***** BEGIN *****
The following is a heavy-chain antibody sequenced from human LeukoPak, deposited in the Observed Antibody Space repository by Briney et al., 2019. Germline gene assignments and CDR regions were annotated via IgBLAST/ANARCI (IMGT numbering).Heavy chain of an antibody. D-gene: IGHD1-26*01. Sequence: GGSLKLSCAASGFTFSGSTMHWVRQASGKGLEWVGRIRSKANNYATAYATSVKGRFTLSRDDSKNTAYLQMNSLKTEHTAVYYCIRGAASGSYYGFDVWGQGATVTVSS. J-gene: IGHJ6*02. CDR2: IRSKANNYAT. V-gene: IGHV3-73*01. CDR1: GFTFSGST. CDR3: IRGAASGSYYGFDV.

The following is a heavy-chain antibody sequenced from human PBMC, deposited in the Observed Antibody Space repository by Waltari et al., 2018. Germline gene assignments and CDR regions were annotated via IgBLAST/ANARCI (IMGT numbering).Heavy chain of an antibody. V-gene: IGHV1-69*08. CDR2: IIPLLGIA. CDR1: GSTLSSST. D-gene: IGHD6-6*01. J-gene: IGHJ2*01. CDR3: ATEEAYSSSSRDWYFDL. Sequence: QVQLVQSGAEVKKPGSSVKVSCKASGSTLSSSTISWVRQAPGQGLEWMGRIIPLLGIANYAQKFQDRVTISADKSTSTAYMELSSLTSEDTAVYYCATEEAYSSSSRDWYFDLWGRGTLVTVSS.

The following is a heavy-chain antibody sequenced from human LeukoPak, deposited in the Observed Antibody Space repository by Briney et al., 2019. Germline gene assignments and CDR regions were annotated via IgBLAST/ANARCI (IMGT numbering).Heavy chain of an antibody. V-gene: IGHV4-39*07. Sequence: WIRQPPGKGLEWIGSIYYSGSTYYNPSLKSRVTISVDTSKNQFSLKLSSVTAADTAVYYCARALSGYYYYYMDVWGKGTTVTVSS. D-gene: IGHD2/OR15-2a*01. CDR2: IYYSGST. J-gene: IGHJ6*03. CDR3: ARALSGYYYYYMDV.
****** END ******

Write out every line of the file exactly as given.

The following is a heavy-chain antibody sequenced from human LeukoPak, deposited in the Observed Antibody Space repository by Briney et al., 2019. Germline gene assignments and CDR regions were annotated via IgBLAST/ANARCI (IMGT numbering).Heavy chain of an antibody. D-gene: IGHD1-26*01. Sequence: GGSLKLSCAASGFTFSGSTMHWVRQASGKGLEWVGRIRSKANNYATAYATSVKGRFTLSRDDSKNTAYLQMNSLKTEHTAVYYCIRGAASGSYYGFDVWGQGATVTVSS. J-gene: IGHJ6*02. CDR2: IRSKANNYAT. V-gene: IGHV3-73*01. CDR1: GFTFSGST. CDR3: IRGAASGSYYGFDV.

The following is a heavy-chain antibody sequenced from human PBMC, deposited in the Observed Antibody Space repository by Waltari et al., 2018. Germline gene assignments and CDR regions were annotated via IgBLAST/ANARCI (IMGT numbering).Heavy chain of an antibody. V-gene: IGHV1-69*08. CDR2: IIPLLGIA. CDR1: GSTLSSST. D-gene: IGHD6-6*01. J-gene: IGHJ2*01. CDR3: ATEEAYSSSSRDWYFDL. Sequence: QVQLVQSGAEVKKPGSSVKVSCKASGSTLSSSTISWVRQAPGQGLEWMGRIIPLLGIANYAQKFQDRVTISADKSTSTAYMELSSLTSEDTAVYYCATEEAYSSSSRDWYFDLWGRGTLVTVSS.

The following is a heavy-chain antibody sequenced from human LeukoPak, deposited in the Observed Antibody Space repository by Briney et al., 2019. Germline gene assignments and CDR regions were annotated via IgBLAST/ANARCI (IMGT numbering).Heavy chain of an antibody. V-gene: IGHV4-39*07. Sequence: WIRQPPGKGLEWIGSIYYSGSTYYNPSLKSRVTISVDTSKNQFSLKLSSVTAADTAVYYCARALSGYYYYYMDVWGKGTTVTVSS. D-gene: IGHD2/OR15-2a*01. CDR2: IYYSGST. J-gene: IGHJ6*03. CDR3: ARALSGYYYYYMDV.